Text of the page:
The Board of Supervisors has released half of the frozen spending in the county budget, when it put $100 million into reserve in April as COVID-19 lockdowns began.
The pandemic response in the U.S. began as county supervisors were finishing their work on the annual budget. Facing a deadline to get that lengthy process done with enough time for county staff members to prepare for the new fiscal year in July, supervisors opted to pass the budget as is—without any changes to reflect the then-unknown upsets of the pandemic—and freeze $100 million in new expenditures.
The $100 million reserve includes $40 million in new county government spending at $60 million in school system spending.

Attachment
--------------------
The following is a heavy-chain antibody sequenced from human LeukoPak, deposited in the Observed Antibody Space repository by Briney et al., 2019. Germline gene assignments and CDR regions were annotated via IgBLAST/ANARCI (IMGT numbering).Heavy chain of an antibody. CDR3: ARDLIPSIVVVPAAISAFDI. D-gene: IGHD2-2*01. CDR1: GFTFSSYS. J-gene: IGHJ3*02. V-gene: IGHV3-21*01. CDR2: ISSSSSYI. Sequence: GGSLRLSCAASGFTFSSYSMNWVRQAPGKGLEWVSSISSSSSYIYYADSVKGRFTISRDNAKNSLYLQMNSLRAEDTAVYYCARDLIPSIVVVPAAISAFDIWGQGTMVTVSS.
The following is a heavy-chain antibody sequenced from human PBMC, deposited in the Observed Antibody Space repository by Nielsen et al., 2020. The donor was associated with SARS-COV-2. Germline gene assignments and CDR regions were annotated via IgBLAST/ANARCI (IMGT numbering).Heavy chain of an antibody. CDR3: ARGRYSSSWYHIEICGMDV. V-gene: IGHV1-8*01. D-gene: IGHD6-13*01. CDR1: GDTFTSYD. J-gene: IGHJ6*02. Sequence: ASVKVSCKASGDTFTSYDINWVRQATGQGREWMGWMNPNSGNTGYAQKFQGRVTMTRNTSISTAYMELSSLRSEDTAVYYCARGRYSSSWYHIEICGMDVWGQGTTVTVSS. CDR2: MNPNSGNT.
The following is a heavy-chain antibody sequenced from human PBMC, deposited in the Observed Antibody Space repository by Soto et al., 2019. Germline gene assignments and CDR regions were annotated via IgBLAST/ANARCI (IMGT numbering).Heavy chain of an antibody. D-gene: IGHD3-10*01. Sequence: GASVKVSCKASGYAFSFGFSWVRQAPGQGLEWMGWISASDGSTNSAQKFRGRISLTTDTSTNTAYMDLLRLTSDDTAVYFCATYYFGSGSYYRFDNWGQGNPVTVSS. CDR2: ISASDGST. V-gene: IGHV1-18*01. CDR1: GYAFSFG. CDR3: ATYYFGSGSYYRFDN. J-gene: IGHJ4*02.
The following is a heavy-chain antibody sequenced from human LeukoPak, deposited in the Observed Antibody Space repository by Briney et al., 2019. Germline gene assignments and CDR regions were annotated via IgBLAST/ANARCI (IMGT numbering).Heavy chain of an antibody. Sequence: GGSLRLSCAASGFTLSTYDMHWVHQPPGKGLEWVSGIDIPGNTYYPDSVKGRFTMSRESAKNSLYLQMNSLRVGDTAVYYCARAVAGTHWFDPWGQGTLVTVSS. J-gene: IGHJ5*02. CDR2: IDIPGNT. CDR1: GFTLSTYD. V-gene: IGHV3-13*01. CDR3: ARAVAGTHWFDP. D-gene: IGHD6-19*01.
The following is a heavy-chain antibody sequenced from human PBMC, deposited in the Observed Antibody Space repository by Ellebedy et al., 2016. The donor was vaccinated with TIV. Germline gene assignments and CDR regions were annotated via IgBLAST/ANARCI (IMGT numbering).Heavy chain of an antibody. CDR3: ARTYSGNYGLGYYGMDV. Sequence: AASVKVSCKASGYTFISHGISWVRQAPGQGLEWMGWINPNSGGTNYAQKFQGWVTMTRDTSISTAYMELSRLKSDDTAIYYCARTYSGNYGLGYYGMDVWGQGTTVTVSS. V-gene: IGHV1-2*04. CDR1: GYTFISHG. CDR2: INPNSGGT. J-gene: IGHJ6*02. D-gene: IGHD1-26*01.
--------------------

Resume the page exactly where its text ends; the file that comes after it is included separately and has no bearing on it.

The pandemic has driven down local tax revenues. A county budget staff report Dec. 15 notes that without that $100 million in reserve, the county would likely be about $20 million in the red this year. Loudoun cannot legally run a deficit—by state law, its budget must be balanced every year.
The $50 million release accounts for the Office of the Commissioner of the Revenue’s worst-case scenario, still allowing the county to maintain a balanced budget even if the fiscal picture is dramatically worse than expected.
About $30 million will go to the school system and $20 million to the county. County administrators plan to use the money first for deferred pay raises, then some base budget costs such as contract and licensing cost increases, then new staffing approved but frozen in the current budget. The School Board also has made retroactive pay raises a top priority for the money.
Supervisors voted 8-0-1, with Supervisor Caleb A. Kershner (R-Catoctin) absent, to release the funds.